Paul got my viewpoint right. I am attending a Catholic University in Austin, TX, and the school requires each student take a Critical Thinking class and an Ethical Analysis class. I have also taken Intro to Ethics at a local community college and Business Ethics at St. Edward’s. While researching a paper for my Ethical Analysis class I ran across William Clifford’s essay from 1877, The Ethics of Belief. Those who are interested can click the link. My takeaway from Clifford’s essay, and other ethical studies, is that believing something without evidence is harmful individually and to society as a whole. Clifford states this in his essay.

As Paul mentioned, believing things without evidence leads to irresponsible thinking, as we can see in our society with right wing Republicans denouncing AGW as a hoax. We saw it when the Bush administration concluded Saddam Hussein had WMDs, then built a case for war on dubious evidence while ignoring the CIA analysts’ recommendations. We see it now as our government is shut down by a few Tea Party elected Republicans who want to defund the Affordable Health Care Act, even though both houses of Congress approved it in 2010, the Supreme court affirmed it, and the American people reelected the President who guided the act into law.

Basing your beliefs on empirical evidence is the ethical stance versus basing your beliefs on what you want to be true.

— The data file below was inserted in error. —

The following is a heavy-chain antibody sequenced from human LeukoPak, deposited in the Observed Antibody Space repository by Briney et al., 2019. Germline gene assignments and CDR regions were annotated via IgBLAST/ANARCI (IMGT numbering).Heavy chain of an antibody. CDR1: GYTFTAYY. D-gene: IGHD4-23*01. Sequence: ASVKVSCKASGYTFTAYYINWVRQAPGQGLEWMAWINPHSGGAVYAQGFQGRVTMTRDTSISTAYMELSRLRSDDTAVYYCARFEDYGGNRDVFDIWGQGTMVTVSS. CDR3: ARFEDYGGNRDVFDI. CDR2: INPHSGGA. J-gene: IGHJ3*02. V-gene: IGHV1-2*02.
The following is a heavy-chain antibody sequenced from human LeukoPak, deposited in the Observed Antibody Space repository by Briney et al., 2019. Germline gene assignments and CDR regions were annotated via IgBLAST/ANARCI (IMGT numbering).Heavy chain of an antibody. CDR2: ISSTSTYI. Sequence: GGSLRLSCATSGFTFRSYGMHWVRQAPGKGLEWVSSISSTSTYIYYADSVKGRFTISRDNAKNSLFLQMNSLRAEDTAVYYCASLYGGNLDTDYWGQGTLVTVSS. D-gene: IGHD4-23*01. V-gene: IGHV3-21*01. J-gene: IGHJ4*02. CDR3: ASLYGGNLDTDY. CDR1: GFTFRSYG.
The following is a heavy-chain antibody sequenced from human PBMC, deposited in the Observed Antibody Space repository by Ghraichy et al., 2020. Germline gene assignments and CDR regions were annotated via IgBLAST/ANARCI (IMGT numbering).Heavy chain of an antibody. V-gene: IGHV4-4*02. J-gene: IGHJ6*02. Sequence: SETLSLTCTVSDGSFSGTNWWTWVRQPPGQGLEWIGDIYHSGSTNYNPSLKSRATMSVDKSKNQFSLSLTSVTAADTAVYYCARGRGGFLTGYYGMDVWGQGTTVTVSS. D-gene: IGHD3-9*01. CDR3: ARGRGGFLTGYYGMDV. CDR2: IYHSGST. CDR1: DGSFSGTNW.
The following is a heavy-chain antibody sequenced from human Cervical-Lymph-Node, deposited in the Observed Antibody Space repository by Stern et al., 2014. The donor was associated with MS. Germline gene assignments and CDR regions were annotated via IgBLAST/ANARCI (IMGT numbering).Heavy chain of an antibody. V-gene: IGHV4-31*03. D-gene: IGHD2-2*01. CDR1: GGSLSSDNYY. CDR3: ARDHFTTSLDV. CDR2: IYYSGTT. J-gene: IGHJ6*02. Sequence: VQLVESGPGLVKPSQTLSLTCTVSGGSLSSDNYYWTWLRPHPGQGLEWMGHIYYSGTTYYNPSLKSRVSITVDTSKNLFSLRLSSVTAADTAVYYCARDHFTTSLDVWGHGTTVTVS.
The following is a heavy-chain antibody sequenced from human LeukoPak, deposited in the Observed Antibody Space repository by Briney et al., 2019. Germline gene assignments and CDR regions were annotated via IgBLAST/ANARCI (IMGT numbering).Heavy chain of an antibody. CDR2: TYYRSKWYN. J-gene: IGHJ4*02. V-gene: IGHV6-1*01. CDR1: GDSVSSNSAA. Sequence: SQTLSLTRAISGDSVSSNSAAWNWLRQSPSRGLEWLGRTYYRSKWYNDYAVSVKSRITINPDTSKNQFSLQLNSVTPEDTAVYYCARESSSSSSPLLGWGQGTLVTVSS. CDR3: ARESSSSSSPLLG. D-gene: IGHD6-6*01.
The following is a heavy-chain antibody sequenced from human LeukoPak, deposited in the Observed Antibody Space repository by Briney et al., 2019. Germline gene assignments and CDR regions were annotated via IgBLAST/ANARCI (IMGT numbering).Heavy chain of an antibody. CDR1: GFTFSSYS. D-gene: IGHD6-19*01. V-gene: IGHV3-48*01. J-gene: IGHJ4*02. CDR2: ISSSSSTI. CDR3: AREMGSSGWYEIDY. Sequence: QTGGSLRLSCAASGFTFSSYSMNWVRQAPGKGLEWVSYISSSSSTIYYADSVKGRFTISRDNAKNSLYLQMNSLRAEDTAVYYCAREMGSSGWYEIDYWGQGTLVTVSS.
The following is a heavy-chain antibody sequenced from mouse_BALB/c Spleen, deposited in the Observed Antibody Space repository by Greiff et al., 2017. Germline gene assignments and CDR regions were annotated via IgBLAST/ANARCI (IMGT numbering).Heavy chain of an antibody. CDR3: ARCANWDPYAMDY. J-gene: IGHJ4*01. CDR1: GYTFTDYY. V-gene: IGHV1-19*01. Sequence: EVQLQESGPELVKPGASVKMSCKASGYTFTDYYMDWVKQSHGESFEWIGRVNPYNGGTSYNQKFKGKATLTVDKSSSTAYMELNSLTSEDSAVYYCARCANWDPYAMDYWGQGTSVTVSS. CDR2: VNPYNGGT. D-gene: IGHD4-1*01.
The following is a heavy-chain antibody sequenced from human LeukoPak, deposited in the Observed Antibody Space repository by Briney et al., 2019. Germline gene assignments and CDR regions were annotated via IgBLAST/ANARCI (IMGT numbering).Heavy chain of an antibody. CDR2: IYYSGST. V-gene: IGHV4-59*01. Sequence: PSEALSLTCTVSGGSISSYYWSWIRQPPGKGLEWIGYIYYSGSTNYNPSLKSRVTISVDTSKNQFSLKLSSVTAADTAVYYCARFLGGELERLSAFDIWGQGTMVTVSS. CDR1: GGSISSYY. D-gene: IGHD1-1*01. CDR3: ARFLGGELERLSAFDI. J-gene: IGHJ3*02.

Most Catholic universities,  surprisingly, teach critical thinking. It may be the Jesuit influence.  I wonder, though, what their response would be if critical thinking were applied to Christianity and Catholicism. Of course, Jesuits are notorious for twisting and arguing a point to death. They love the opportunity to display their argumentation “skills.”

Lois

[ Edited: 09 October 2013 10:25 AM by Lois ]
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Posted: 09 October 2013 11:05 AM   [ Ignore ]   [ # 54 ]
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Lois - 09 October 2013 10:21 AM

Most Catholic universities,  surprisingly, teach critical thinking. It may be the Jesuit influence.  I wonder, though, what their response would be if critical thinking were applied to Christianity and Catholicism. Of course, Jesuits are notorious for twisting and arguing a point to death. They love the opportunity to display their argumentation “skills.”

Lois

Jesuits schools are more secular than most universities affiliated with religious sects. Surprisingly, I’ve seen fewer evangelicals on St. Edward’s campus than at the local public universities and community colleges. But it would be interesting to see the believers applying critical thinking to their beliefs. I haven’t seen that, but I have seen a large percentage of self-declared atheists in my Environmental Policy classes. My Communication classes seem predominately Christian, but only a few students are outspoken about their religious beliefs; fewer than in the classes I took at Austin Community College.